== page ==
Boise & Garden City

How Boiseans will escape the cuts in plastics recycling — and recycle even more of them

Watch the process of separating and sorting recyclables

On a typical workday, about 20 trash trucks pull into a Western Recycling facility in Boise and dump about 190 tons of unsorted recyclables — cardboard, paper, plastics, aluminum and tin — onto a warehouse floor. That’s when things get hopping.
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On a typical workday, about 20 trash trucks pull into a Western Recycling facility in Boise and dump about 190 tons of unsorted recyclables — cardboard, paper, plastics, aluminum and tin — onto a warehouse floor. That’s when things get hopping.

[Update: Jan. 8, 2018]. This story was updated to clarify that Boise’s new program is not, technically, a recycling initiative. Instead, it is a plastics recovery program.

Boise has found a way for city residents not only to keep recycling the same plastics they have recycled for years, but also to expand plastic recycling to items such as shopping bags, foam egg cartons, cereal box liners and candy wrappers.

Many of these materials will be converted to diesel fuel in Salt Lake City.

City officials said Thursday that they hope to roll out their updated recycling program this spring. Until then, Boiseans may keep putting the same plastics into their blue recycling carts for curbside pickup.

Boise residents’ trash and recycling rates won’t increase because of the new program, officials said. Other local cities could join the program later.

“This is something that’s important to Boiseans,” city spokesman Mike Journee said. “So it was clear pretty clear that we had to find a solution to this where we weren’t sending [more plastics] back into the landfill.”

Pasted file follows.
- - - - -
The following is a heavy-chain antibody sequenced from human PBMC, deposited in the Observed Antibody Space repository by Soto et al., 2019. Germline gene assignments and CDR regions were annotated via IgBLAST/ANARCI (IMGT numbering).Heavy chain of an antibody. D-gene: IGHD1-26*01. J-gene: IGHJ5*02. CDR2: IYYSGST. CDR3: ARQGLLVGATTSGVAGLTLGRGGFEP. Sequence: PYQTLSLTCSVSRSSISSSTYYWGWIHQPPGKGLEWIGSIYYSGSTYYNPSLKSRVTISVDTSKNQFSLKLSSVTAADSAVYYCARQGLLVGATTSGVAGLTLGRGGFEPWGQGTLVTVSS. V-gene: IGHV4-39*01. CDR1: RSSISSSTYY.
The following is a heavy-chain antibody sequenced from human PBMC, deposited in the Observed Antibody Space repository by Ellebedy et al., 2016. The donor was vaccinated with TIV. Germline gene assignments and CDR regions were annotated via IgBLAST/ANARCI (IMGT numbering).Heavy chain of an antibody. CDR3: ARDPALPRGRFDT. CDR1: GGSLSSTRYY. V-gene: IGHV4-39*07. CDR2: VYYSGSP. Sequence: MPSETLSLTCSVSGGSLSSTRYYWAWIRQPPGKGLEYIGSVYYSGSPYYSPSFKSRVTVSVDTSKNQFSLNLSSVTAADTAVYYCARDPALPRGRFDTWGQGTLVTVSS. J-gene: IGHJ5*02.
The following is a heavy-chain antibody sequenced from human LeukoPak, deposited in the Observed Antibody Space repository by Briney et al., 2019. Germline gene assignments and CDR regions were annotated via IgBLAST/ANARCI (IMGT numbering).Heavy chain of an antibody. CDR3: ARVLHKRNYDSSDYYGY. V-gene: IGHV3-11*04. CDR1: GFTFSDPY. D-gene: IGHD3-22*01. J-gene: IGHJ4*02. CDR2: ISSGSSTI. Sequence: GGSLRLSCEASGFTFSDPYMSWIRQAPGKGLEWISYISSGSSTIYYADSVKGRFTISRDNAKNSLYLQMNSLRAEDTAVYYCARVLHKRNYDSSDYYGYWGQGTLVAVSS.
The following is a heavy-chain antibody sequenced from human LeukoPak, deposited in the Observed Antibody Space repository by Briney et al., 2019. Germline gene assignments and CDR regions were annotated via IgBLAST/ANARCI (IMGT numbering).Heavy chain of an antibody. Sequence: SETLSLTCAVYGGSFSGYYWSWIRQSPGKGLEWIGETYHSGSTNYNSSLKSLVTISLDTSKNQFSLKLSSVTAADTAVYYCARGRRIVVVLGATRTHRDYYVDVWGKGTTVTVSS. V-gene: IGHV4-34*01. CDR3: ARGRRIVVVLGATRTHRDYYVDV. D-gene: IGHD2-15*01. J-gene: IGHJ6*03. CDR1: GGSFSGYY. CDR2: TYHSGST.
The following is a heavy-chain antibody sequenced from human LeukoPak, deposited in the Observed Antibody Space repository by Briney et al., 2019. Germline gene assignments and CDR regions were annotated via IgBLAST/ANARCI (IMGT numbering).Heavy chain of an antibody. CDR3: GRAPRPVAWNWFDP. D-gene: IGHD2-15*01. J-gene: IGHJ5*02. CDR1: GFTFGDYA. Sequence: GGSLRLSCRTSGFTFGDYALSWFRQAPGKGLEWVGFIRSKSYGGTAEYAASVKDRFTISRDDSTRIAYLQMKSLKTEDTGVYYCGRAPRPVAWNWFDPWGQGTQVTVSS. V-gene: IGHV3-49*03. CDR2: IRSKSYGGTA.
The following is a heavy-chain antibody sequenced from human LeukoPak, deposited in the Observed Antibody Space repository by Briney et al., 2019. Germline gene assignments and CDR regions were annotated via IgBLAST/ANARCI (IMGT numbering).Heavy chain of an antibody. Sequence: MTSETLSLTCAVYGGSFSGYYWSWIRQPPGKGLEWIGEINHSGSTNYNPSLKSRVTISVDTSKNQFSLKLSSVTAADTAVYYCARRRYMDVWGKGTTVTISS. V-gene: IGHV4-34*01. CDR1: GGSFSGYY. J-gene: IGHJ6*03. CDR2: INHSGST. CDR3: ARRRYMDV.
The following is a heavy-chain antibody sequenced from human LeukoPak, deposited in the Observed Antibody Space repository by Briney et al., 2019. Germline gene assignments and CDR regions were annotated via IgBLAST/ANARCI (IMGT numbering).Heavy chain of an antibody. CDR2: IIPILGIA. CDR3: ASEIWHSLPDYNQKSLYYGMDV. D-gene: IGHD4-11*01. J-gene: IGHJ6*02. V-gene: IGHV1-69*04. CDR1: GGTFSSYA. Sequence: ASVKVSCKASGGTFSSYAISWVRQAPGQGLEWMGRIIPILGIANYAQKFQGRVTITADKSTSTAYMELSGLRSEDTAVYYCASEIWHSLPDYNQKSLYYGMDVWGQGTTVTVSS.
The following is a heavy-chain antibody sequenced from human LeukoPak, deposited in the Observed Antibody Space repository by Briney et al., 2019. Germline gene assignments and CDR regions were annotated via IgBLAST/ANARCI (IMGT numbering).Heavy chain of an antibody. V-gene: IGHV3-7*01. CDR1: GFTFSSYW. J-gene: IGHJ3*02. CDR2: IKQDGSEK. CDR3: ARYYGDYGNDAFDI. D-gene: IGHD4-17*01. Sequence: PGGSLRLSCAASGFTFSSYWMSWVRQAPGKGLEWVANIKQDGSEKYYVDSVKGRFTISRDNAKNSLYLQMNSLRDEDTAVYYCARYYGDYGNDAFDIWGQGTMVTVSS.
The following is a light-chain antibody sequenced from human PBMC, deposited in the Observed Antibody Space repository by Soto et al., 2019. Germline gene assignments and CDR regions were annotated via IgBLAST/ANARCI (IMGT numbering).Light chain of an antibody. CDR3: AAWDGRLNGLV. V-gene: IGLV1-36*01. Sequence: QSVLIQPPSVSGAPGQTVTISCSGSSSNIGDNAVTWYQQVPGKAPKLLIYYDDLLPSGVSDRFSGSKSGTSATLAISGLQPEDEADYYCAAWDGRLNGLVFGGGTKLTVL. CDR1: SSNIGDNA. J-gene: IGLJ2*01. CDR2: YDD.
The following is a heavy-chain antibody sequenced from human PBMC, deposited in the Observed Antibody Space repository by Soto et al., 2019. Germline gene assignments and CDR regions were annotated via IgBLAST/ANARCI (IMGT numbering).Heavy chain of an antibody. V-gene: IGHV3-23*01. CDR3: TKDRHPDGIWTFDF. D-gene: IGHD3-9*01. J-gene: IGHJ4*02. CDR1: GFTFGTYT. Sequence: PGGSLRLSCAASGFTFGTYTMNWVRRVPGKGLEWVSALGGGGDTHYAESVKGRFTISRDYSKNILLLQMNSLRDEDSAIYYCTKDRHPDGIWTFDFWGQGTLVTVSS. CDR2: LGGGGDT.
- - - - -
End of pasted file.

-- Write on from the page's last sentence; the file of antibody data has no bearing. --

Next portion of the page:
Republic Services, which provides trash and recycling services throughout the Treasure Valley, including Boise, told some outlets this week that customers should no longer put plastics in their recycling carts if they’re marked with any number between 3 and 7 inside the universal triangle-shaped recycling symbol. Typically, those are lighter-weight plastics, and many of them cannot be recycled in traditional processes. Republic is still accepting heavier plastics, including many items marked with a 1 or a 2.

Republic hauls all of the materials from the blue carts to Western Recycling’s Boise plant, the only one in Idaho that accepts unsorted recyclable materials. There, workers remove garbage, cans and paper from the recycling stream, owner Dave Dean said. They bale the plastics and send them to a variety of plants out of state, where optical sorters separate higher-quality plastics, such as items marked 1 or 2, from the lower-value plastic.

Dean said plastics make up only about 8 percent, by weight, of the recycling stream. Nos. 3-7 plastics account for about 7 percent of that weight, or less than 1 percent of all recycled materials.


Boise officials on Tuesday quickly announced that new recycling limitations do not apply to the city. Boise had worked for months with Republic and other groups on its revised program, Journee said Thursday.

But news about the changes broke before Republic had a chance to start outreach and education to its customers, business development manager Rachele Klein said. The company will undertake that work in coming weeks, Klein said.

When the updated program starts, residents will have to separate lighter-weight items, including plastic bags and Nos. 3-7 plastics, from the rest of the plastic and paper items they put in recycling bins.